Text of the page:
This is particularly important for low-income country economies. Nearly forty percent of the labor force in low- and middle-income countries is employed in agriculture, compared to only 3.5 percent in high-income countries. The group Agriculture for Impact estimates that sub-Saharan Africa will suffer $68 billion in economic loss from land degradation per year.
That diminished productivity has health consequences too. The severe burden of malnutrition in developing countries is exacerbated by variable precipitation, rising temperatures, soil salinization, and desertification, all worsened by climate change. This burden will only increase if low diet diversity and poor crop yields are not addressed. Investment in climate-smart agriculture allows local farmers to fill these shortages now.
Climate-smart agriculture can help developing countries maintain agricultural productivity and increase production of foods that boost nutrition. Examples include the hugely successful SRI-Rice system, a yield-increasing methodology for rice farming that dramatically reduces necessary inputs like seeds and water, cuts costs to farmers, and increases rice yields by half. Small-scale farmers in over fifty countries have successfully adopted this system. Projects in Namibia, Micronesia, and Zambia that train farming communities in food preservation, micro-gardening, and agroforestry have also shown success in boosting nutrition through climate-smart practices.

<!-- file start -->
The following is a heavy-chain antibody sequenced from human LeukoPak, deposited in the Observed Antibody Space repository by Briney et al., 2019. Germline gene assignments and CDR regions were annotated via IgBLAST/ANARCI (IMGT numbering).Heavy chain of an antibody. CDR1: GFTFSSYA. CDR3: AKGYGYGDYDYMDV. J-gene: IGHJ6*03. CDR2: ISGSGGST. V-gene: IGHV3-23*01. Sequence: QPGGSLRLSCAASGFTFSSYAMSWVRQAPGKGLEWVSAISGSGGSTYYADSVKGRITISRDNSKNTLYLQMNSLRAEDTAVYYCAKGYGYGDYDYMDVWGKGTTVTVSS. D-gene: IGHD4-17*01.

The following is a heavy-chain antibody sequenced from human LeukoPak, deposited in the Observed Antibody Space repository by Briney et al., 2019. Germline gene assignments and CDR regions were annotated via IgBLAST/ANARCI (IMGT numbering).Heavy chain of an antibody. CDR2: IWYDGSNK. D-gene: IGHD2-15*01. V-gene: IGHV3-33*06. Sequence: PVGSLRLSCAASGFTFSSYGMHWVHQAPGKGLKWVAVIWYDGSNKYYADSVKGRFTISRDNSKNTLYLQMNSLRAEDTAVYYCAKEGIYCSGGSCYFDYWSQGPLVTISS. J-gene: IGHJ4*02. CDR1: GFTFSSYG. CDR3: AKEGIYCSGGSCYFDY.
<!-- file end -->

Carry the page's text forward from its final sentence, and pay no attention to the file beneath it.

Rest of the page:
Second, climate-smart agriculture does not require universal participation for positive results. These practices outwit the challenge of collective action by providing local benefits. Tangible increases in crop production and household income incentivize nations to implement climate-smart practices, regardless of commitments made by other nations. These actions, in turn, will reduce greenhouse gas emissions from land use.
There is already some international momentum for climate-smart initiatives. Recent support for these activities—notably from the United States and many low-income countries—suggests an increased focus would be embraced in Paris. In addition, climate-smart agriculture is one of the World Bank’s five steps to mitigate climate change and is promoted by multiple global and regional alliances.
These initiatives, however, lack funds. The UN Green Climate Fund has received barely half of the promised contributions from participating countries; the Global Alliance for Climate-Smart Agriculture does not finance projects. In 2014, only 0.01 percent of U.S. official development assistance was directed toward the U.S. Agency for International Development’s (USAID) Global Climate Change Initiative (GCCI); even less was directed toward GCCI programs that may include climate-smart practices.
Climate-smart agriculture projects have also been disjointed, leading to inefficient allocation of resources. USAID and similar development organizations support several ongoing projects in developing countries, while some national governments also attempt to initiate climate-smart projects unilaterally. Flexibility is beneficial, but increased resources and unified expertise will allow specialists to share best practices and improve implementation. Improving cohesion in climate-smart agriculture should be a priority in Paris. Countries should begin by raising the issue’s profile and seeking partnerships with the private sector to invest in climate-smart agriculture.
As the effects of climate change increasingly create challenges for food security, we can’t afford to ignore this potential game-changer. Simply put, climate-smart agriculture is a rare win for both development and the environment.